Duties of.-Rule 151, p. 141.
Clerk to.—Journal, 1, 34, p. 557.




A motion may be withdrawn at any time before a decision or amendment— Rule 40, p. 110—[but not after the previous question is seconded.] It may, however, be withdrawn while the House is dividing on a demand for the previous question-Journal 2, 29, p. 241; and all incidental questions fall with such withdrawal.—Journal, 1, 26, p. 57.




Witnesses are summoned in pursuance of an order of the House, usually by virtue of its authority conferred upon a committee - to send for persons and papers.”Journal, 1, 35, pp. 88, 175.

All subpoenas issued by order of the House shall be under the hand and seal of the Speaker, attested by the Clerk.-Rule 8, p. 104.

The Sergeant-at-Arms shall execute the commands of the House from time to time, together with all such process issued by authority thereof as shall be directed to him by the Speaker.-Rule 22,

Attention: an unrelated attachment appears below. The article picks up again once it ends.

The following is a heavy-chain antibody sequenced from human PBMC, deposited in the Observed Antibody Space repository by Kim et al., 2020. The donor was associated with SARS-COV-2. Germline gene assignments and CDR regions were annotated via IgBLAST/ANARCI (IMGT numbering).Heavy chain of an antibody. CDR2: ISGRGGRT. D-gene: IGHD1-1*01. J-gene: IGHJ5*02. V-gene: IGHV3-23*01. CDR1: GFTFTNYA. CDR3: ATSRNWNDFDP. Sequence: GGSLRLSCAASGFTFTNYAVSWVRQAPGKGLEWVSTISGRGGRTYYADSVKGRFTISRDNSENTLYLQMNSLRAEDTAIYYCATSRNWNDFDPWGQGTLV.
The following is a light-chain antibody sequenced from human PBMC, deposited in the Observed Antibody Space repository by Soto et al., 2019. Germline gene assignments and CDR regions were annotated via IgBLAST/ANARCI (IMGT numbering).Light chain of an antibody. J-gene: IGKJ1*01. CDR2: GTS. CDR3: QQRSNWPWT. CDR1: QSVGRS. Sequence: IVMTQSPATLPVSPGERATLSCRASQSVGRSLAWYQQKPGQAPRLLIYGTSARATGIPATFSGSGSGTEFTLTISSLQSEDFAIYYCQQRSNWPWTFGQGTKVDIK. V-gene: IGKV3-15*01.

p. 107.

The President of the Senate, the Speaker of the House of Representatives, a chairman of a Committee of the Whole, or of any


committee of either House, is empowered to administer oaths to witnesses in any case under their examination.—R. S., sec. 101.

“ The rule for paying witnesses summoned to appear before this House, or either of its committees, shall be as follows: For each day a witness shall attend, the sum of three dollars; for each mile he shall travel in coming to or going from the place of examination, the sum of five cents each way; but nothing shall be paid for trav. eling when tbe witness has been summoned at the place of trial.”. Rule 138, p. 139.